Go green this spring semester at NEIU

Humberto Ortiz, Production Editor

This spring, NEIU is offering 60 courses across varying disciplines which focus on the issues of climate change. As climate change emerges as a hot topic around the world, an international effort to discuss and rectify climate change has manifested itself.

NEIU offers a multitude of disciplines for students across several majors and academic levels. Some areas of study include but are not limited to art, linguistics, women and gender studies and world languages and cultures.

“We’re going to be looking at some of the interventions that feminist philosophers have suggested we make into environmental ethics,” said Stacey Goguen, professor of philosophy. Goguen will teach Feminist Ethics (PHIL 366) next semester as part of the climate change program.

According to an information booklet provided by NEIU’s College of Arts and Science, “The suite of courses that are part of this program aim to tackle many of these issues, dimensions, and challenges from a diverse range of perspectives and disciplinary lenses.”

Integration of the topic within an expanded host of classes and perspectives is important for combating climate change at large. One individual can not solve climate change on their own and by allowing hundreds of people across different backgrounds to enter the conversation, NEIU hopes to uncover different solutions to the world’s foremost environmental question.

Miranda Green, President of the Green Conservation Group at NEIU said in an email, “The subject of climate change affects every discipline of study and aspect of our personal, as well as academic lives, whether we choose to acknowledge it or not. In order to adequately inform students about the risks of climate change or the potential futures that we will confront, climate realities must be communicated in a way that is accessible, interconnected and allows us all to take part in building hope for the future.”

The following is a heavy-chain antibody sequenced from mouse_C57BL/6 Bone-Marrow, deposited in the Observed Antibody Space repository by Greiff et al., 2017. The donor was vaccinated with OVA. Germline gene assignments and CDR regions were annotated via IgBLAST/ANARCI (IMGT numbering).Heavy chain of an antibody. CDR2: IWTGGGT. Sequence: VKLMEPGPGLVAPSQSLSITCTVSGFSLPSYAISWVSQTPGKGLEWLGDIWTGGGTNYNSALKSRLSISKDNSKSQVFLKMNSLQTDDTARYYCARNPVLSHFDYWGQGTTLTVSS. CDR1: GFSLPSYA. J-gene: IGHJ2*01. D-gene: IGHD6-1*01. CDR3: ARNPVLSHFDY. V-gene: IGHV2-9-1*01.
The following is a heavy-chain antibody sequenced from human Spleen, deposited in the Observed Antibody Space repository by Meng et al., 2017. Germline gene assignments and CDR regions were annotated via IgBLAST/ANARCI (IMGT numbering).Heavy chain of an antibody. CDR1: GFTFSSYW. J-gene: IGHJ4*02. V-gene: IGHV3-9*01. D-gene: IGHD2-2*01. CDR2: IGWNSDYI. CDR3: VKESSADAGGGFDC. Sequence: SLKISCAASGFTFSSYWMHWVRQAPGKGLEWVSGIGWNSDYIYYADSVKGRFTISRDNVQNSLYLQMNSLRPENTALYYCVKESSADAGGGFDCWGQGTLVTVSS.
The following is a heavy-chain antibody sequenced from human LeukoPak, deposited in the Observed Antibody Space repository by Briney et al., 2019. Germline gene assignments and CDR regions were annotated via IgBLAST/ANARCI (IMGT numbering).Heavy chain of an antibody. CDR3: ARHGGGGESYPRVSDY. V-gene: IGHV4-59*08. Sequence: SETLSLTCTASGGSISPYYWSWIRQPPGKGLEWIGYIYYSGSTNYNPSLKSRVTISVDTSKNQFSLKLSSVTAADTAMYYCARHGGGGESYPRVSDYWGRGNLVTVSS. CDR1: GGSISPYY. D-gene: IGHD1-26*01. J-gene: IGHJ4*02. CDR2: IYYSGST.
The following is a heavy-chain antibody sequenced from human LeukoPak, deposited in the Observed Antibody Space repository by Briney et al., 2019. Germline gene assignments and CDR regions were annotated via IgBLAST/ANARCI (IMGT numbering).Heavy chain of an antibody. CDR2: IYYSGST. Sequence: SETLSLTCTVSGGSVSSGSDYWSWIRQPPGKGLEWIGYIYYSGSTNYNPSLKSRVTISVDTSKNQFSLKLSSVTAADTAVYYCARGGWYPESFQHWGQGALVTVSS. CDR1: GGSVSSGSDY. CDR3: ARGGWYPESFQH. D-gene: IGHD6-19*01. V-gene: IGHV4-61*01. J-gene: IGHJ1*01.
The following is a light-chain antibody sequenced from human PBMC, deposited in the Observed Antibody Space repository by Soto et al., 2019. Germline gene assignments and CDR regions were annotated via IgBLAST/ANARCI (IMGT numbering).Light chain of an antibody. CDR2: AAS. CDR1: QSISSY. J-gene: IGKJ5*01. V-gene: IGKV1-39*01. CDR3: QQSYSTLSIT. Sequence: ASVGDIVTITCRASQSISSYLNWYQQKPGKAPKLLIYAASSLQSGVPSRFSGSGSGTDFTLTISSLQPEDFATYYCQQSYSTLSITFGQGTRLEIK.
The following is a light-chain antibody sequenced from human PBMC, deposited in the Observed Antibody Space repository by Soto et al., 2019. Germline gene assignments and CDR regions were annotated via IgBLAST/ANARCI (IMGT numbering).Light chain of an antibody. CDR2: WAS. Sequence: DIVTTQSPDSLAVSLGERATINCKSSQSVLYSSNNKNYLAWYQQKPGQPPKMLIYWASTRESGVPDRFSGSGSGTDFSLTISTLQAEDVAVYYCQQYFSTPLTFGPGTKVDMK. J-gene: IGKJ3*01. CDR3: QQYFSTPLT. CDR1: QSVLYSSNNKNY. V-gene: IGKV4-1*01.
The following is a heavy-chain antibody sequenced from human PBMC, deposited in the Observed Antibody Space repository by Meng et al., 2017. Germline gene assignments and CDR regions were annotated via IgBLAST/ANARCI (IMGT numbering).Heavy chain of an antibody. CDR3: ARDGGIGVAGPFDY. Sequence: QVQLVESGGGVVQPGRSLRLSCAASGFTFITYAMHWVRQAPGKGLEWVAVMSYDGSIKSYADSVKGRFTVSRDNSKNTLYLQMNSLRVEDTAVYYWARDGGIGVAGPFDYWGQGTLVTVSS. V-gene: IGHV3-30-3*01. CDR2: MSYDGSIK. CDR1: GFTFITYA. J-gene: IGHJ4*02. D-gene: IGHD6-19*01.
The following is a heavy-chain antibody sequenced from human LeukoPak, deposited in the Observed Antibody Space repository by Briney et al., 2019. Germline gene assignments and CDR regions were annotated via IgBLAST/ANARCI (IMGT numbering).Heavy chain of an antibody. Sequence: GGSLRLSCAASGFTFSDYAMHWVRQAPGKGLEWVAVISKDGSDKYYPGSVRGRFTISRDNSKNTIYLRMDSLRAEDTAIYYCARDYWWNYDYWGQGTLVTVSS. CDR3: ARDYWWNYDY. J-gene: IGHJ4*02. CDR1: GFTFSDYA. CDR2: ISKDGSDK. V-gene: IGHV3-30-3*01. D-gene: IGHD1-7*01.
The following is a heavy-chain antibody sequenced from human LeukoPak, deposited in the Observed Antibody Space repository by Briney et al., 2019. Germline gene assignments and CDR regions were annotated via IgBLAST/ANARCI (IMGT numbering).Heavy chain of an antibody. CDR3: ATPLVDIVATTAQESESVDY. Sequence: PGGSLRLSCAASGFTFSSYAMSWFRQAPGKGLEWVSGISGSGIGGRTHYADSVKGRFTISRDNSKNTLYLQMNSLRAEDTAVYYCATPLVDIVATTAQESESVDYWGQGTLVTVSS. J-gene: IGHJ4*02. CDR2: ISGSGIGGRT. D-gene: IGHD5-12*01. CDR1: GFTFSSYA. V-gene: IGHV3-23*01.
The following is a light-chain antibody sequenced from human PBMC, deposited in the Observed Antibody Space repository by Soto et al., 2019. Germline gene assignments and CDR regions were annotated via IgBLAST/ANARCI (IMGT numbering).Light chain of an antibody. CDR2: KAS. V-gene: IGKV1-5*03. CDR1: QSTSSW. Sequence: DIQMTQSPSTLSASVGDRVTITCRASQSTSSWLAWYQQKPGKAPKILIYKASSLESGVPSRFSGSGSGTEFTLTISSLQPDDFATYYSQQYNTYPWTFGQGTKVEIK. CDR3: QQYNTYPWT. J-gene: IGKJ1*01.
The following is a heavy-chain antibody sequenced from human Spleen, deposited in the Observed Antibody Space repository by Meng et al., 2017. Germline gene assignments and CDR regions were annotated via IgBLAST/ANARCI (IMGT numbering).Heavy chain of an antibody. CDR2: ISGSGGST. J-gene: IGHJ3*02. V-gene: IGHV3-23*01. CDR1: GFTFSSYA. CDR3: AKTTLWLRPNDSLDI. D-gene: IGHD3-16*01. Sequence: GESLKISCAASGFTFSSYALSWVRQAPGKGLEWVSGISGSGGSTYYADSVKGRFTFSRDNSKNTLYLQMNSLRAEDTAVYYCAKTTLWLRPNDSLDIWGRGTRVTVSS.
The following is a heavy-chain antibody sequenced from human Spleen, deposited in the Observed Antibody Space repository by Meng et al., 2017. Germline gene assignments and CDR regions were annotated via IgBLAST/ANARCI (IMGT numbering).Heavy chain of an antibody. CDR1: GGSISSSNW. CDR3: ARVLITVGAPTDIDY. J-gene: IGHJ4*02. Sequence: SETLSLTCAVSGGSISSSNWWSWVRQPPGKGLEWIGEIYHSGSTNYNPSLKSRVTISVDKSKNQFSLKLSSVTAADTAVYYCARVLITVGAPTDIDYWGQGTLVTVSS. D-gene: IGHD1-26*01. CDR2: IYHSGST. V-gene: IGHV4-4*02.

Green continued: “Considering the dramatic changes in climatic patterns that have already produced intense freezing conditions and heavy precipitation on campus this semester, most are willing to admit the science is settled and changes are already occurring. At this point, we need bright minds from every discipline, identity and capacity level to confront the problem publicly and seek solutions that work, collectively.”

While some may balk at the prospect of integrating climate change dialogue in otherwise unrelated courses, Lewis Gebhardy, an associate professor of linguistics, spoke to the significance of discourse on climate change.

“In principle, it’s an important issue and in the places where it can be integrated into classes it would be fine,” said Gebhardt. “You don’t want to go astray from the class too much, but it can be integrated into discussions about communities, language identity, language maintenance and things like that. And the more, of course, we can integrate any courses, anywhere in the university with other courses in the university or other topics in society at large, I think that’s great.”

Interested in finding out more? Contact the Dean of the College of Arts and Sciences, Dr. Katrina Bell-Jordan at [email protected] for more information or the Green Conservation Group at [email protected] to get involved.